Many participants say the U.S. needs a new approach to a continent that is projected to grow faster than any other global region over the next five years. They say trade assistance, along with humanitarian aid, together aren’t enough to tap a market with a billion potential consumers.

“America has more medical doctors and Ph.D.s here than businessmen,” says Greg Marchand, who runs a telecommunications and consulting company in Zambia called Gizmos Solutions Ltd. “And we wonder why we aren’t doing a lot of business.”

The U.S. remains the top donor to Africa, disbursing $7.6 billion in 2009, according to the Organization for Economic Cooperation and Development.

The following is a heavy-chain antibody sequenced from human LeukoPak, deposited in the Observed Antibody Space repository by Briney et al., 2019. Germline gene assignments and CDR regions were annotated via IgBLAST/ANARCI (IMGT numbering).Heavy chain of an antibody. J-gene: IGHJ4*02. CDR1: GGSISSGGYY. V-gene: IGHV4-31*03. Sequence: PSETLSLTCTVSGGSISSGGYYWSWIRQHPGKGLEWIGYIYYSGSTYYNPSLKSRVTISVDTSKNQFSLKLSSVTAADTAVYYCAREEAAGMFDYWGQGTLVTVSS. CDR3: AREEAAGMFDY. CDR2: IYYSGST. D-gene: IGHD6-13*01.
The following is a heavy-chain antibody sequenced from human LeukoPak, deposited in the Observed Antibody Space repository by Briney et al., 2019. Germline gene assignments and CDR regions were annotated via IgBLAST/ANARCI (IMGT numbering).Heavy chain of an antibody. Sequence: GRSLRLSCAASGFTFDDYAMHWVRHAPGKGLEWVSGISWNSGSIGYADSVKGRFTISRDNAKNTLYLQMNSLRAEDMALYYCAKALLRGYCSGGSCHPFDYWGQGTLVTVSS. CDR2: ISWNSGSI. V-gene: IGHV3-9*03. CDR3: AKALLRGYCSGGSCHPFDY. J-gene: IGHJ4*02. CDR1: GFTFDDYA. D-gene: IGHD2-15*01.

China isn’t a member of the OECD, and doesn’t provide detailed breakdowns of aid and investment to Africa. But in 2009, China became Africa’s largest trade partner. In the first 11 months of last year, China’s trade with Africa amounted to $114.81 billion, according to the Chinese government’s White Paper on the topic. U.S. trade with Africa for the period reached $103 billion, according to the U.S. Census Bureau.

China has tied much of its trade and investment to Africa with preferential loan deals, often aimed at securing supplies of oil, gas and minerals. Top-ranking Chinese officials regularly visit African countries to cement these agreements.

“The goal of China is mercantilist; they do what they need to do to get access to natural resources,” says Paul Ryberg, the Washington-based president for the African Coalition for Trade, which represents African companies in the U.S. The centerpiece of U.S. economic engagement, Agoa, says Mr. Ryberg “is economic development, creation of jobs and the creation of a middle class to buy our products.”